Down here in Vic, Tassie oak is interchangeably called Victorian ash/Tasmanian oak with equal indiscretion!

  7. #77
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    Default Re: Elena, a Welsford Navigator cruising sloop

    Quote Originally Posted by asrainox View Post
    Just so you know, Tassie Oak is not really any particular tree at all. It's one of three trees
    Yes, I know. I find it odd that people always bring this up when you mention tassie oak. Most wood has different species names and marketing names. Oak. Teak. Mahogany. The common names for any particular bit of timber generally encompass a range of different species of tree.

    Whats important is that when I buy timber marketed as tassie oak, I get timber with a certain set of characteristics. Eucalypt. Straight grain. Medium density. High strength. Light colour with somewhat open grain. Same as if I bought a piece of mahogany, I'd expect dark timber, etc.

  8. #78
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    Default Re: Elena, a Welsford Navigator cruising sloop

    Quote Originally Posted by suzyj View Post
    I'm using 20mm x 12mm Tassie oak. From memory the plan calls for 20x15, but I figure I can go a tad undersize because the Tassie oak is good strong stuff. There's not a lot of quality timber available locally. I don't want to use Meranti because of sustainability concerns, jarrah is way too heavy (though I'd like to use it for the outer gunwale), western red cedar is way too soft, and pine is questionable... So Tassie oak it is.

    I think my garage is a complete shambles. It used to be reasonably organised when it was just motorbike stuff and metalworking tools, but I've been acquiring lots of woodworking tools and just don't have anywhere to put them. My kitchen is organised though!
    I used Tasmanian Oak for the stringers in my Pathfinder build. At 20x40mm there was absolutely no way they were going to go around the bend and twist needed. I wound up ripping every single one down the middle, and laminating the two 20x20ish strips in situ - which was actually much less traumatic than it sounds. I had scarphs in most of the stringers, about 12:1 IIRC, and only had one let go on one of the rubbing strakes.
    Apart from the odd sap inclusion, it is fantastic straight grain timber, and seemed to glue up well. It looks nice finished bright, too.
    Damn sure my garage never looked like yours! Nice tidy build all round.

    Eta it was sold as Victorian Ash, here in NZ. 200x25 quarter sawn boards about 5m long.

    Pete
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  9. #79
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    Default Re: Elena, a Welsford Navigator cruising sloop

    Quote Originally Posted by suzyj View Post

    Whats important is that when I buy timber marketed as tassie oak, I get timber with a certain set of characteristics. Eucalypt. Straight grain. Medium density. High strength. Light colour with somewhat open grain. Same as if I bought a piece of mahogany, I'd expect dark timber, etc.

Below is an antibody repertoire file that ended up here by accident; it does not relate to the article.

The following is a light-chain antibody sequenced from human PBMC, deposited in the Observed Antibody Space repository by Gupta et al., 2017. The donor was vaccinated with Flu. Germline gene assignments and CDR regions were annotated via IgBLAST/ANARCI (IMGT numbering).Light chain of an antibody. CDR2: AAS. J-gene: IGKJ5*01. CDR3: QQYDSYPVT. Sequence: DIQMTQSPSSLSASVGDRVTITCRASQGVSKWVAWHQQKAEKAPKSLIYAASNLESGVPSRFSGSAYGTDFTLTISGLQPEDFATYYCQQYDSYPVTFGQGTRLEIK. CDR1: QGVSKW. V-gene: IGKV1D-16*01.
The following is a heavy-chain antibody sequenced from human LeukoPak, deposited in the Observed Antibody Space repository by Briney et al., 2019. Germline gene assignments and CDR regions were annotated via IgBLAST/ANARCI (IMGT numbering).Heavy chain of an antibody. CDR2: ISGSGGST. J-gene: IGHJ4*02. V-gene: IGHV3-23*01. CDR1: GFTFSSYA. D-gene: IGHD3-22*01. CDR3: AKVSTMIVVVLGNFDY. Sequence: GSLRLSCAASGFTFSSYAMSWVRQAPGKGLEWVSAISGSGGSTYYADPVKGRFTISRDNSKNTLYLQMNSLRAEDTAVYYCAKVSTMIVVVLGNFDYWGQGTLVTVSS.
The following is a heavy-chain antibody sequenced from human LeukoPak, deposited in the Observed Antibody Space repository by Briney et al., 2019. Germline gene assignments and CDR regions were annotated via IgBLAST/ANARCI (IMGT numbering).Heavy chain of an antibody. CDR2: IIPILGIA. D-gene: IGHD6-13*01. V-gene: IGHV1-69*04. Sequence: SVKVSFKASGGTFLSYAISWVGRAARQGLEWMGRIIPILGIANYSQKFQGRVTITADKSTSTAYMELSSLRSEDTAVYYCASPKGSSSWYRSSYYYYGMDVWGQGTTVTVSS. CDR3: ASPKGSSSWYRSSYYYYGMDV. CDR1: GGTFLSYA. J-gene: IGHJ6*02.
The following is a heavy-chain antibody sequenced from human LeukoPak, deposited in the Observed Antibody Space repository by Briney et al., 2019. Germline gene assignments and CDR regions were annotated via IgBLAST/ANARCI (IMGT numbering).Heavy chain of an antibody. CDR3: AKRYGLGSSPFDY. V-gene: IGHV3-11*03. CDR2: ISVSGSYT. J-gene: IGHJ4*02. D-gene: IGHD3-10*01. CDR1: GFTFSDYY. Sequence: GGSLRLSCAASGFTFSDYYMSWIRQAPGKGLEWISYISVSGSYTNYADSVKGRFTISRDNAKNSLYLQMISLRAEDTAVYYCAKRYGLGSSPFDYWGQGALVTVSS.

That's true enough! That's why I ended by saying : "That said, it's classified and tested to fit within the Tassie Oak classification, so it'll all be practically the same".

    It's not a bug-bear of mine or anything but just that Johnno seemed unsure whether his wood was Tas Oak or Vic Ash, when actually it's both.

  10. #80
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    Default Re: Elena, a Welsford Navigator cruising sloop

    After a bit of a detour prototyping my mast, I started planking this week. John recommends starting with a nice little bit at the aft end, stitched and glued to the floor. Then a second piece forward of there up to bulkhead 3. For once I did exactly as I was told and just put it on, exactly to plan. Here's a photo showing the midships port garboard plank (say that five times quickly!) all clamped up.



    I used mainly spring clamps except toward the front where it's starting to bend, where I had to use some proper F clamps. This was a whole lot of plank - I went nuts with the epoxy, getting it on my clothes, in my hair...

    After everthing had set up I cleaned up the excess goop and put some bits of 200gsm fibreglass tape along the seam to strengthen it.



    Now for the hard bit, the bow.

  11. #81
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    Default Re: Elena, a Welsford Navigator cruising sloop

    Looking fantastic Suzy!

    Rick

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    Default Re: Elena, a Welsford Navigator cruising sloop

    Very tidy build, Suzy! What are you using to seal the plywood? Epoxy? CPES?

    It's nice to see a bit of hardware and rigging (CB pendant?) on there.

    Cheers,

    Mike
    "near it, a small whale-boat, painted red and blue, the delight of the king's old age."

  13. #83
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    Default Re: Elena, a Welsford Navigator cruising sloop

    I had to google to find out what CPES was. I'm using ordinary bote cote epoxy for everything.

    I did the port bow garboard plank today. Turned out heaps easier than I was dreading. I used lots of spreader clamps off the building frame rather than clamping in to the stringers.



    Here's me getting another dose of epoxy in my hair.


  14. #84
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    Default Re: Elena, a Welsford Navigator cruising sloop

    Great pictures, great work. I can't believe how neat and tidy you get all of your fillets, epoxy joints, and wood-to-wood joints. Mine, um, arent. A terrific project. Thanks for sharing from all the way around the world.